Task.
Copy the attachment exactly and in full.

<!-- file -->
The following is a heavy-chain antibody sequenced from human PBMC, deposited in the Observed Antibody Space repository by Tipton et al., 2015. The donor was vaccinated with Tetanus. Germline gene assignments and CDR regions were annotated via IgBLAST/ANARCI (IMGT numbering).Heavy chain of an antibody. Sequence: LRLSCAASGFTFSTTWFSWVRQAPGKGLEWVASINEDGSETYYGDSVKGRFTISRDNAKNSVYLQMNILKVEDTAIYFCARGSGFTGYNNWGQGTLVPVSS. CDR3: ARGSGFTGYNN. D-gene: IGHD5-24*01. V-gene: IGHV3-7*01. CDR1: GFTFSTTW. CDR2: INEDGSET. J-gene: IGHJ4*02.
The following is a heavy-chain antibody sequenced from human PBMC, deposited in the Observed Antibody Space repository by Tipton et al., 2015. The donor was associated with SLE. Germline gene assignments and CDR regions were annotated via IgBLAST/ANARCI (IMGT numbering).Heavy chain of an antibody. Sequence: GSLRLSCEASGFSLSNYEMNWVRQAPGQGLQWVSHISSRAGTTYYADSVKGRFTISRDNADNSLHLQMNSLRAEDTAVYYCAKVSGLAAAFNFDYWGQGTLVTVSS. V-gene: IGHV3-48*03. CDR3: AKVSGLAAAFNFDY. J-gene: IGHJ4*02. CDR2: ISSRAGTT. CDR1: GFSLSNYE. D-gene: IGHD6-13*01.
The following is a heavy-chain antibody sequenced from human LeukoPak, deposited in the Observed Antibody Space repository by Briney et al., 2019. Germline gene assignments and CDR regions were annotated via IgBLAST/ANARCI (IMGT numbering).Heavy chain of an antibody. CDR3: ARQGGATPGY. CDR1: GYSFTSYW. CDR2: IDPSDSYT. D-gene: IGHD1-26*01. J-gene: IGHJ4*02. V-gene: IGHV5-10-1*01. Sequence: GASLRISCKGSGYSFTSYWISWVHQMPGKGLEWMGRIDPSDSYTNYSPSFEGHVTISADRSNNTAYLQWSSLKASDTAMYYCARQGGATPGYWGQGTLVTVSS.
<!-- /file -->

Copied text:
The following is a heavy-chain antibody sequenced from human PBMC, deposited in the Observed Antibody Space repository by Tipton et al., 2015. The donor was vaccinated with Tetanus. Germline gene assignments and CDR regions were annotated via IgBLAST/ANARCI (IMGT numbering).Heavy chain of an antibody. Sequence: LRLSCAASGFTFSTTWFSWVRQAPGKGLEWVASINEDGSETYYGDSVKGRFTISRDNAKNSVYLQMNILKVEDTAIYFCARGSGFTGYNNWGQGTLVPVSS. CDR3: ARGSGFTGYNN. D-gene: IGHD5-24*01. V-gene: IGHV3-7*01. CDR1: GFTFSTTW. CDR2: INEDGSET. J-gene: IGHJ4*02.
The following is a heavy-chain antibody sequenced from human PBMC, deposited in the Observed Antibody Space repository by Tipton et al., 2015. The donor was associated with SLE. Germline gene assignments and CDR regions were annotated via IgBLAST/ANARCI (IMGT numbering).Heavy chain of an antibody. Sequence: GSLRLSCEASGFSLSNYEMNWVRQAPGQGLQWVSHISSRAGTTYYADSVKGRFTISRDNADNSLHLQMNSLRAEDTAVYYCAKVSGLAAAFNFDYWGQGTLVTVSS. V-gene: IGHV3-48*03. CDR3: AKVSGLAAAFNFDY. J-gene: IGHJ4*02. CDR2: ISSRAGTT. CDR1: GFSLSNYE. D-gene: IGHD6-13*01.
The following is a heavy-chain antibody sequenced from human LeukoPak, deposited in the Observed Antibody Space repository by Briney et al., 2019. Germline gene assignments and CDR regions were annotated via IgBLAST/ANARCI (IMGT numbering).Heavy chain of an antibody. CDR3: ARQGGATPGY. CDR1: GYSFTSYW. CDR2: IDPSDSYT. D-gene: IGHD1-26*01. J-gene: IGHJ4*02. V-gene: IGHV5-10-1*01. Sequence: GASLRISCKGSGYSFTSYWISWVHQMPGKGLEWMGRIDPSDSYTNYSPSFEGHVTISADRSNNTAYLQWSSLKASDTAMYYCARQGGATPGYWGQGTLVTVSS.